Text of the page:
Chat With a Mormon Online
I'm a civil engineer in a national firm and manage the office where I live. My wife and I have been married for 24 years and we have 4 children. I also have lots of hobbies including preparedness, genealogy, gardening, carpentry, cooking, camping, and hiking. My wife comes from a long line of LDS families. I joined the church as a teenager - long before we met.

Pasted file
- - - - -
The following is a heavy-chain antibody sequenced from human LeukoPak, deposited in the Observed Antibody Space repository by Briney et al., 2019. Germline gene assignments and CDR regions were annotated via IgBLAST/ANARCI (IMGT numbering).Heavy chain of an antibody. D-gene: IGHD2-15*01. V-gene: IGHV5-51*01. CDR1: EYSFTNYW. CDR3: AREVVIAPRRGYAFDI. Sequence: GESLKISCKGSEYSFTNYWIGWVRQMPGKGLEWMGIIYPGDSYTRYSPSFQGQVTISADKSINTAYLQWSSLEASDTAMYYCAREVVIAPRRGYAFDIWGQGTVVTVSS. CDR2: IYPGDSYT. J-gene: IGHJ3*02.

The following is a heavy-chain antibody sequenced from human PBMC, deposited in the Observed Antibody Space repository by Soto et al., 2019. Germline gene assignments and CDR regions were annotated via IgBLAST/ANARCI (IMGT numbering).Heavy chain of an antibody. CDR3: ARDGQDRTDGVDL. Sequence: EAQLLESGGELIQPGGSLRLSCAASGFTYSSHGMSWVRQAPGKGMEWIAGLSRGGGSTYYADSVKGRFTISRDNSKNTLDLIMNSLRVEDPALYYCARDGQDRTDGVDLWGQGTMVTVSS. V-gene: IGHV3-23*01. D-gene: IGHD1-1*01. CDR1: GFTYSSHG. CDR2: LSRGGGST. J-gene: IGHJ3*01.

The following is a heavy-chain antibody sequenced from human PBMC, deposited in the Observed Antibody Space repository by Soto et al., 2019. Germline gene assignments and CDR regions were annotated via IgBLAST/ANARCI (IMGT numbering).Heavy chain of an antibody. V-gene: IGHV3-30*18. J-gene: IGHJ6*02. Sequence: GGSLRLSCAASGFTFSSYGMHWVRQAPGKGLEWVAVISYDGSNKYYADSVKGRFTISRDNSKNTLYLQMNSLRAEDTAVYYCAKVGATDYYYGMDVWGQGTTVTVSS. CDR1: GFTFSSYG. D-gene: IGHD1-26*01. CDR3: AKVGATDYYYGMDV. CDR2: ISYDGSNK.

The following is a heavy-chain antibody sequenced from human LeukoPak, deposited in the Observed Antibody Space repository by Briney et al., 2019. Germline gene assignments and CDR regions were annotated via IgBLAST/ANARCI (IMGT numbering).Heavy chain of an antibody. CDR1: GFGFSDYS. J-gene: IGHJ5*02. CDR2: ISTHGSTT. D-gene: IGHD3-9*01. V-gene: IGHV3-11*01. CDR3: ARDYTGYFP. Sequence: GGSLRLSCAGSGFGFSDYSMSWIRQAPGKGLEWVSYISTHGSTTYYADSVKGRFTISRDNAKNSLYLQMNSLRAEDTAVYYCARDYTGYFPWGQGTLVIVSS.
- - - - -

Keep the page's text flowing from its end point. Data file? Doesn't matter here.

I listened to the gospel message as a teenager. My parents never attended church when I was a child and divorced when I was about 12. My mother had joined the church as a youth and decided to go back. She had the missionaries come to our home to teach me the gospel. I didn't understand the missionary lessons, but when I read in the Book of Mormon I knew it was true and also knew that joining the LDS Church was the right thing to do. It was a simple, quiet, warm feeling that came as I prayed about what I had read. That witness has never left me. There have been many challenges since then, and experiences which caused me to question my belief, but in every case when I thought back to that first experience feeling the spirit of the Holy Ghost I knew again that being a member of the LDS Church was right and good and that I needed to continue forward with that being part of my life. Over the years I have gained countless experiences which reinforce my decision to join the Church and I have come to appreciate so much more the atonement of Jesus Christ and the blessings God provides for me here on earth. I trust Him, and I know that He will be there with me through the good and the difficult experiences in life. I am so happy now. There have been so many blessings come from obeying gospel principles and integrating them into my life. I can't imagine how people get by without it. My wife and I have learned to listen to the counsel of our church leaders. Oftentimes it is not clear why we are asked to do something until years later. I remember being told in a church conference to look to the condition of our finances and that if we did so, our family would be blessed with peace. We followed that counsel and made changes to our financial goals. I can honestly say that over the next several years we were blessed in ways that can only be described as miraculous. It has been a lesson to us that when an inspired church leader asks us to do something, we need to pay attention.